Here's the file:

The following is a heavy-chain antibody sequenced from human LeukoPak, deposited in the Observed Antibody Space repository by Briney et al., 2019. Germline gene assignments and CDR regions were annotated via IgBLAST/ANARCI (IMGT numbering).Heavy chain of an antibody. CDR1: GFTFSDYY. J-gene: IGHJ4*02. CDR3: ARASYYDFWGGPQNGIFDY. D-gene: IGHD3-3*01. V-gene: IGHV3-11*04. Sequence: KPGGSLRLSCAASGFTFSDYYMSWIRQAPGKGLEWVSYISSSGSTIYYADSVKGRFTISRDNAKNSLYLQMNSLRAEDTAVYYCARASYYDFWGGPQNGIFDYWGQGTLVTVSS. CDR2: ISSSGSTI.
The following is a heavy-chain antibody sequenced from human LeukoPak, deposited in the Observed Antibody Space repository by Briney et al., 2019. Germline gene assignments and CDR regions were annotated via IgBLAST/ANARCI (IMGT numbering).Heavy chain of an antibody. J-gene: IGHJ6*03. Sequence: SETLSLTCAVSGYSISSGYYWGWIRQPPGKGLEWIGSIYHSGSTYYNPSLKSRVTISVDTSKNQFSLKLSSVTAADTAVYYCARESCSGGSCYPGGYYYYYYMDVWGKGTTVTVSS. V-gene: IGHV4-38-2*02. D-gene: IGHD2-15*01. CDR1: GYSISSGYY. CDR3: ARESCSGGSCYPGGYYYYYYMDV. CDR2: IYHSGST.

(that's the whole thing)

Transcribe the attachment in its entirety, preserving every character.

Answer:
The following is a heavy-chain antibody sequenced from human LeukoPak, deposited in the Observed Antibody Space repository by Briney et al., 2019. Germline gene assignments and CDR regions were annotated via IgBLAST/ANARCI (IMGT numbering).Heavy chain of an antibody. CDR1: GFTFSDYY. J-gene: IGHJ4*02. CDR3: ARASYYDFWGGPQNGIFDY. D-gene: IGHD3-3*01. V-gene: IGHV3-11*04. Sequence: KPGGSLRLSCAASGFTFSDYYMSWIRQAPGKGLEWVSYISSSGSTIYYADSVKGRFTISRDNAKNSLYLQMNSLRAEDTAVYYCARASYYDFWGGPQNGIFDYWGQGTLVTVSS. CDR2: ISSSGSTI.
The following is a heavy-chain antibody sequenced from human LeukoPak, deposited in the Observed Antibody Space repository by Briney et al., 2019. Germline gene assignments and CDR regions were annotated via IgBLAST/ANARCI (IMGT numbering).Heavy chain of an antibody. J-gene: IGHJ6*03. Sequence: SETLSLTCAVSGYSISSGYYWGWIRQPPGKGLEWIGSIYHSGSTYYNPSLKSRVTISVDTSKNQFSLKLSSVTAADTAVYYCARESCSGGSCYPGGYYYYYYMDVWGKGTTVTVSS. V-gene: IGHV4-38-2*02. D-gene: IGHD2-15*01. CDR1: GYSISSGYY. CDR3: ARESCSGGSCYPGGYYYYYYMDV. CDR2: IYHSGST.